The resources were also really valuable. We had access to a range of test prep and MBA admissions consultants, first-hand meetings with admissions officers at many schools and we got to meet with current students who had also gone through the Forté program or are Forté Fellows. These were all very helpful.

CA: What did you most enjoy about the application process?

LA: Writing my essays. I know a lot of people find that the most challenging part of the application process, but I enjoyed digging through my past and pinpointing the stories that I wanted to highlight.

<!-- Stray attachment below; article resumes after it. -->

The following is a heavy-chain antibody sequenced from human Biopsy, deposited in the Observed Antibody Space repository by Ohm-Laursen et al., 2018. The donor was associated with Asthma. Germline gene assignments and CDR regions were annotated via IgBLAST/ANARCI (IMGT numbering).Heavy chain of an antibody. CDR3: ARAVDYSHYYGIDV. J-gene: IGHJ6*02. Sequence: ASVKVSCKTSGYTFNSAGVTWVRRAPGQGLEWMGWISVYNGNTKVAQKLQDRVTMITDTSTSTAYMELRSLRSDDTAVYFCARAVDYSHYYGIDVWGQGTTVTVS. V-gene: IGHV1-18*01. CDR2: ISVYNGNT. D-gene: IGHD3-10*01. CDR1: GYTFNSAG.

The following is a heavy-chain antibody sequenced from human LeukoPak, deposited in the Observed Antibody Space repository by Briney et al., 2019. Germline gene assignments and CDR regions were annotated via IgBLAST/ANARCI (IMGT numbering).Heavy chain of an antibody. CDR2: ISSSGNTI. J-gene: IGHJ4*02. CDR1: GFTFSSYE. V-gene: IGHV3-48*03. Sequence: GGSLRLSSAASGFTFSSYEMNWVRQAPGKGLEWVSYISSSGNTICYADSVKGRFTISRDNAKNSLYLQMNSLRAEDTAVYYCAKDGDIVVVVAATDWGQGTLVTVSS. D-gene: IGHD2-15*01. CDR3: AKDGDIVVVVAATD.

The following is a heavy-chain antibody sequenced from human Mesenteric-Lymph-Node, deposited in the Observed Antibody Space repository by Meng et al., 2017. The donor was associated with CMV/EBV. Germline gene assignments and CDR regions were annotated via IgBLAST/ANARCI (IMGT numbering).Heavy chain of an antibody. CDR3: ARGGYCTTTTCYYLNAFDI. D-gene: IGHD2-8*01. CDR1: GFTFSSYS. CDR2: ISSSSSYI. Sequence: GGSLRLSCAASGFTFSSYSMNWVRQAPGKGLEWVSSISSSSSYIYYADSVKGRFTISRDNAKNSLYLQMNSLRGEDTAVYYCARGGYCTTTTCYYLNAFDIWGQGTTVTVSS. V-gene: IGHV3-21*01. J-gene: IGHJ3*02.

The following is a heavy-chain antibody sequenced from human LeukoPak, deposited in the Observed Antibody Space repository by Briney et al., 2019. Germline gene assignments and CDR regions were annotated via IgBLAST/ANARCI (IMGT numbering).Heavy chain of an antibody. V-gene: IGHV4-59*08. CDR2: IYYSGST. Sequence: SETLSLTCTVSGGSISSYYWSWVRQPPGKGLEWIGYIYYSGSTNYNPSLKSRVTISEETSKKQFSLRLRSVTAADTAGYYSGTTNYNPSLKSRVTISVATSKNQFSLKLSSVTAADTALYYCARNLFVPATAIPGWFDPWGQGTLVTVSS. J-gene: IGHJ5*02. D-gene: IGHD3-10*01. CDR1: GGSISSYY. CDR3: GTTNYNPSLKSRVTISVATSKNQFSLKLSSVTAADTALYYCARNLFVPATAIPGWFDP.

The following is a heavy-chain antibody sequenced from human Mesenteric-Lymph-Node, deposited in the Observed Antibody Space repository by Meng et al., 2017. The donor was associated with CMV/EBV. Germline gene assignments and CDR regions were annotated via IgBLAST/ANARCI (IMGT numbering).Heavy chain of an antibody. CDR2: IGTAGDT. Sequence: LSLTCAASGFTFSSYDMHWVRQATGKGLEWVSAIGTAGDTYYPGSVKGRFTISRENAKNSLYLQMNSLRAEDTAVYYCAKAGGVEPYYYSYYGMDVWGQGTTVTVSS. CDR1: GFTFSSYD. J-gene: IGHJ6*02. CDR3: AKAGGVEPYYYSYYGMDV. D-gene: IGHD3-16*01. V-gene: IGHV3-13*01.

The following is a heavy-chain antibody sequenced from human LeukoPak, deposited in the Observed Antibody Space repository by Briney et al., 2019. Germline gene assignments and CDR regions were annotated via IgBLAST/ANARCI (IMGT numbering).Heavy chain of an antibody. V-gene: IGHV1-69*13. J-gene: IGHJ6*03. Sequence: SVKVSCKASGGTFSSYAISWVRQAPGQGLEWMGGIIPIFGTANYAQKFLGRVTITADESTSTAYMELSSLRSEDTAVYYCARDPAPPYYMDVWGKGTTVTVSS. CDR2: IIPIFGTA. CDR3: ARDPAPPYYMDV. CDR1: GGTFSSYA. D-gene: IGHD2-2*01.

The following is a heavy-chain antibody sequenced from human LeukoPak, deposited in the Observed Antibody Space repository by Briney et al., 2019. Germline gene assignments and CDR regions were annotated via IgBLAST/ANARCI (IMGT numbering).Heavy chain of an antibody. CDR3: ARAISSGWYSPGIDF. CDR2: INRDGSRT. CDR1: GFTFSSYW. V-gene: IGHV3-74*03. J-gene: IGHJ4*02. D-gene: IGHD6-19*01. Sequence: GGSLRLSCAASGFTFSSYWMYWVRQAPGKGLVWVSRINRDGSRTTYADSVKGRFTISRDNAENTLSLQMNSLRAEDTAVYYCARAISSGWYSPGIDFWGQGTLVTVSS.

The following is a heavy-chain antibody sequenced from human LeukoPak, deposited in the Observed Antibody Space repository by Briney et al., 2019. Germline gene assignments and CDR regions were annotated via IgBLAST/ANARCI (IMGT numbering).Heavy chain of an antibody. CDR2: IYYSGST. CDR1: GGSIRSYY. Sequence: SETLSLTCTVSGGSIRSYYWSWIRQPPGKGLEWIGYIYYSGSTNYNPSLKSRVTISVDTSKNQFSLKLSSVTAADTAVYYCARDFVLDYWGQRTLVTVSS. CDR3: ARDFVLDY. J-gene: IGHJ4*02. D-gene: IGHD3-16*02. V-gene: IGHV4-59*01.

One of my favorite webinars as part of the MBALaunch program was delivered by Angela Guido. She led a session breaking down how to brainstorm and pick topics for your essay. It was very intriguing to see how to take a broad topic and narrow it down to who you are as a person. For example, she took the topic of family and asked everyone if family was a passion. She then broke down this very broad topic into discreet aspects. Are you close with your family? Why it is important to you? How do you prioritize family. She showed exactly how to take a general topic most applicants would write about and tailor it to who you are as an individual.